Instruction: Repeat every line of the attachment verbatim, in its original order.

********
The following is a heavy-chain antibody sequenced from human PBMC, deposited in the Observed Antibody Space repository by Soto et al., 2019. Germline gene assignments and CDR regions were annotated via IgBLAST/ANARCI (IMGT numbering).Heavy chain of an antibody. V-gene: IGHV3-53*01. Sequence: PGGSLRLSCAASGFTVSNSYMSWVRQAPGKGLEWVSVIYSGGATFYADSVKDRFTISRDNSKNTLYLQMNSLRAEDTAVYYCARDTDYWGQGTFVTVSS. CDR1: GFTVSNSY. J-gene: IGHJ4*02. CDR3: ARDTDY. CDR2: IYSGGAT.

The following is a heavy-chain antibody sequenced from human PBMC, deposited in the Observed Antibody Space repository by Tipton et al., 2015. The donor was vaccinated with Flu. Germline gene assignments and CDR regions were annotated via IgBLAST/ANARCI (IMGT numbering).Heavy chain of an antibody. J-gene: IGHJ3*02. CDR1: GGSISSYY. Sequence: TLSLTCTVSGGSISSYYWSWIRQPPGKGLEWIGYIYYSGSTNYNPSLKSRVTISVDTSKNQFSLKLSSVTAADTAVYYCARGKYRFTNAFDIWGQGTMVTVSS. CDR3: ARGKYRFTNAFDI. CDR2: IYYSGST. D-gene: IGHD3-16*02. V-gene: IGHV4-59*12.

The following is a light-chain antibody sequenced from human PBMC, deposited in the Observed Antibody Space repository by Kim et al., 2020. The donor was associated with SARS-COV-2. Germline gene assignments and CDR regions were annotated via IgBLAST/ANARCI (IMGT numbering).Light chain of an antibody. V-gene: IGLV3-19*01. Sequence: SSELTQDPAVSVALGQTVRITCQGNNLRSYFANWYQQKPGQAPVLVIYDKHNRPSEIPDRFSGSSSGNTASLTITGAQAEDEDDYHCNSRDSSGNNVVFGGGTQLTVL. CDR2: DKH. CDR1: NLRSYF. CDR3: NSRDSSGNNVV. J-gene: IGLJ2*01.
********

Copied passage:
The following is a heavy-chain antibody sequenced from human PBMC, deposited in the Observed Antibody Space repository by Soto et al., 2019. Germline gene assignments and CDR regions were annotated via IgBLAST/ANARCI (IMGT numbering).Heavy chain of an antibody. V-gene: IGHV3-53*01. Sequence: PGGSLRLSCAASGFTVSNSYMSWVRQAPGKGLEWVSVIYSGGATFYADSVKDRFTISRDNSKNTLYLQMNSLRAEDTAVYYCARDTDYWGQGTFVTVSS. CDR1: GFTVSNSY. J-gene: IGHJ4*02. CDR3: ARDTDY. CDR2: IYSGGAT.

The following is a heavy-chain antibody sequenced from human PBMC, deposited in the Observed Antibody Space repository by Tipton et al., 2015. The donor was vaccinated with Flu. Germline gene assignments and CDR regions were annotated via IgBLAST/ANARCI (IMGT numbering).Heavy chain of an antibody. J-gene: IGHJ3*02. CDR1: GGSISSYY. Sequence: TLSLTCTVSGGSISSYYWSWIRQPPGKGLEWIGYIYYSGSTNYNPSLKSRVTISVDTSKNQFSLKLSSVTAADTAVYYCARGKYRFTNAFDIWGQGTMVTVSS. CDR3: ARGKYRFTNAFDI. CDR2: IYYSGST. D-gene: IGHD3-16*02. V-gene: IGHV4-59*12.

The following is a light-chain antibody sequenced from human PBMC, deposited in the Observed Antibody Space repository by Kim et al., 2020. The donor was associated with SARS-COV-2. Germline gene assignments and CDR regions were annotated via IgBLAST/ANARCI (IMGT numbering).Light chain of an antibody. V-gene: IGLV3-19*01. Sequence: SSELTQDPAVSVALGQTVRITCQGNNLRSYFANWYQQKPGQAPVLVIYDKHNRPSEIPDRFSGSSSGNTASLTITGAQAEDEDDYHCNSRDSSGNNVVFGGGTQLTVL. CDR2: DKH. CDR1: NLRSYF. CDR3: NSRDSSGNNVV. J-gene: IGLJ2*01.